Seven Manifestations of God: a Photo Essay

I haven’t read the Bible in decades, nor do I attend church.  I don’t pray in any formal sense.  Yet, I regard myself as a spiritual person.  If I were to label my beliefs, I would say I am a naturalistic pantheist–someone who rejoices in the beauty of the natural world, someone who sees God, not as an anthropomorphized deity, but as a consciousness inhabiting all things.  Aside from a memory in the minds of those who loved me, I imagine that when I die, I will cease to exist.  My filament burnt out.  A light bulb that no longer shines.  Something to be replaced and discarded.  At best, my molecules reused as Whitman suggested in the “leaves of grass.”

The blessing of my two sons mitigates, in part, my dread of death.  Certainly, they keep me distracted.  I have fulfilled my Darwinian imperative, jettisoned my DNA into the future.  I have begat.  Infected at birth by biological drives eons in the making, not so different from the sunflower beside my driveway that arrested my attention this morning after I dropped my oldest son off at school.


A single seed planted by my own hand has propagated itself, soon to become one or two thousand.  I gaze up at its fiery mane–a towering blaze of color against the crispness of the blue sky on this first cool day that suggests the coming of autumn.

The butternut squash I planted in my garden snakes over everything like an unruly anaconda.  I count seven large squashes that awake my picking, each one of the pale orange vessels filled with hundreds of seeds.  By these mathematics, it is hard to believe that the world is not covered in butternut squash.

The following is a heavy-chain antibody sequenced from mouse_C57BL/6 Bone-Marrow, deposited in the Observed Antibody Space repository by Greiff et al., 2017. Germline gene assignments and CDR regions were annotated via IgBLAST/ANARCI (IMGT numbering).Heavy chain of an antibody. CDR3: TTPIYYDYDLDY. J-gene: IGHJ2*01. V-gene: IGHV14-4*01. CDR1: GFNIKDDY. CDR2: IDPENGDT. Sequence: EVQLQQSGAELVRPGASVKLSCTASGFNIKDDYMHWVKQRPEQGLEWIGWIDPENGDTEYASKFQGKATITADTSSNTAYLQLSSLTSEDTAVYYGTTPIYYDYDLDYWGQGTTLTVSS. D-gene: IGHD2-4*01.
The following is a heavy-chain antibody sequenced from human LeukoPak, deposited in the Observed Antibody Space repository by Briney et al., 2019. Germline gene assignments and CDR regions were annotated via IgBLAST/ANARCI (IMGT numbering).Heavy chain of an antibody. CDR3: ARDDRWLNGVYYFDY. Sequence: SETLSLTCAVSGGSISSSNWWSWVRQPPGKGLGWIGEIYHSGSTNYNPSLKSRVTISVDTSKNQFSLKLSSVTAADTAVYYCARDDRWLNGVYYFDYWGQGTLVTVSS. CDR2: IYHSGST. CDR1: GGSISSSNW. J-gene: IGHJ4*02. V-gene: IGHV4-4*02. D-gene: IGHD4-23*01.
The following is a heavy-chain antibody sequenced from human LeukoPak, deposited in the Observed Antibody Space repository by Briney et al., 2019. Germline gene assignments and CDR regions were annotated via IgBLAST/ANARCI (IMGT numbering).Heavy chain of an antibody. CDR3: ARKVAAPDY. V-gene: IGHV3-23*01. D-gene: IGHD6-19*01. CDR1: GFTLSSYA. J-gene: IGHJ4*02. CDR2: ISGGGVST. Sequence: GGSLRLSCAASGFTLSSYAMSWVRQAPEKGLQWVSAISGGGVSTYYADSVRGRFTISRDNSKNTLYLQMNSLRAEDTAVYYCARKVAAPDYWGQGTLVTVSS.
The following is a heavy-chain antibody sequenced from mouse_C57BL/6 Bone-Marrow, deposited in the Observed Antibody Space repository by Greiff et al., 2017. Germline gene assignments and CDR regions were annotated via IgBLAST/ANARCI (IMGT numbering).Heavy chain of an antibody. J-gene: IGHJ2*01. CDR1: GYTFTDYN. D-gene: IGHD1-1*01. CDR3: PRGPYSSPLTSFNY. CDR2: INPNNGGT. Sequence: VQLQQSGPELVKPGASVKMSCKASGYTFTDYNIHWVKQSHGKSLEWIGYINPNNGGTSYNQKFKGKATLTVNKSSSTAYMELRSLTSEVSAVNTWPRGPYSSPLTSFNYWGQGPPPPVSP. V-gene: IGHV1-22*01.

That may seem an unlikely proposal.  Yet, I read in the newspaper not long ago, that for a period after a dinosaur-killing asteroid struck the Yucatan Peninsula, the Earth became treeless–its forests replaced by a vast carpet of ferns.  The article postulated that any bird that relied on trees for its existence, as most birds do, would have been exterminated.  Birds, in essence, had to learn once again how to fly.  This idea seems as wondrous to me as another miracle of evolution–whales returning to the sea to relearn how to swim.

As human beings, our technology affords us a supremacy over nature.  Yet, we find ourselves prone to dissatisfaction, addicted, addled by dark moods and fits of geopolitical destruction.  We kill and destroy like capricious children over a battlefield of plastic soldiers, waging war in the name of God and enslaving in the name of freedom.  “Man,” as William Burroughs put it, “is a bad animal.”  At what point, I sometimes wonder, does a child become responsible for human history?  About the time they start voting and paying taxes, I suppose.


Lately, I’ve been bothered by America’s sanctioning of totalitarianism abroad–our supply of weapons to the barbarous war in Yemen and our wholesale support of that last communist empire known as China where, according to Time magazine, one million Uighurs have been placed in internment camps for the crime of being Muslim.  There’s not much any of us individuals can do about the folly of supposed human progress.  Individually, we’re not much more than scattered sunflower seeds.

All we can do is learn to laugh.  Even if we are, like this Buddha, hollow and broken.


It never hurts to forget our malaise of worldly political troubles and admire the perfection of a sunset.


Or the spike of color in a leaf of Swiss chard, like a vein of magma pulsing toward the surface of the Earth.


To appreciate the possibility that the absence of God might just be a hole in the sky that allows in the light.




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